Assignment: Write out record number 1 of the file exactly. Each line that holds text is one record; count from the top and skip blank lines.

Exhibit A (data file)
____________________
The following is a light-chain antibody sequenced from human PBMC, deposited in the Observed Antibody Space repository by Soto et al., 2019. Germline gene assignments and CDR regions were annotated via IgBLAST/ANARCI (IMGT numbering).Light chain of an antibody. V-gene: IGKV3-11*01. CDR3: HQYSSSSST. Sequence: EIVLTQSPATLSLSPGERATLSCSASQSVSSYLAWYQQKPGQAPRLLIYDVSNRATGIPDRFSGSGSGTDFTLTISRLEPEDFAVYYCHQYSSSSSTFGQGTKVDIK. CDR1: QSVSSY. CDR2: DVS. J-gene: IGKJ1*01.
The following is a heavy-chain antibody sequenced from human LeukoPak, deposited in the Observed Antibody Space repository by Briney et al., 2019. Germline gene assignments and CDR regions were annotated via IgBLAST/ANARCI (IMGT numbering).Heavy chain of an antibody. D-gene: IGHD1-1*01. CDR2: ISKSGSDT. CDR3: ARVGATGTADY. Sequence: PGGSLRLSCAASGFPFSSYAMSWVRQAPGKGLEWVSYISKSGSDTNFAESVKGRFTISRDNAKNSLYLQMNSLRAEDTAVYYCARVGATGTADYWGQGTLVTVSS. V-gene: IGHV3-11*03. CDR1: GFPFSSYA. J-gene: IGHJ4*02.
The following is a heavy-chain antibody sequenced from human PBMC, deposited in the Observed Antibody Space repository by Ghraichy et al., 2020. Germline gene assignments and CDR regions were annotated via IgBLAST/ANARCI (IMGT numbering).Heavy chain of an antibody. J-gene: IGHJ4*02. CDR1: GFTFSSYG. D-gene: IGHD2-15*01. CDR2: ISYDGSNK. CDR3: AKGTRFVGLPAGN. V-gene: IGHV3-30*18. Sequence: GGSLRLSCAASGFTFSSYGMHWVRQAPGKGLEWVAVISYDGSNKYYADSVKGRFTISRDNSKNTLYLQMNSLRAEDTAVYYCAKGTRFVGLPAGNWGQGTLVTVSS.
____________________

The following is a light-chain antibody sequenced from human PBMC, deposited in the Observed Antibody Space repository by Soto et al., 2019. Germline gene assignments and CDR regions were annotated via IgBLAST/ANARCI (IMGT numbering).Light chain of an antibody. V-gene: IGKV3-11*01. CDR3: HQYSSSSST. Sequence: EIVLTQSPATLSLSPGERATLSCSASQSVSSYLAWYQQKPGQAPRLLIYDVSNRATGIPDRFSGSGSGTDFTLTISRLEPEDFAVYYCHQYSSSSSTFGQGTKVDIK. CDR1: QSVSSY. CDR2: DVS. J-gene: IGKJ1*01.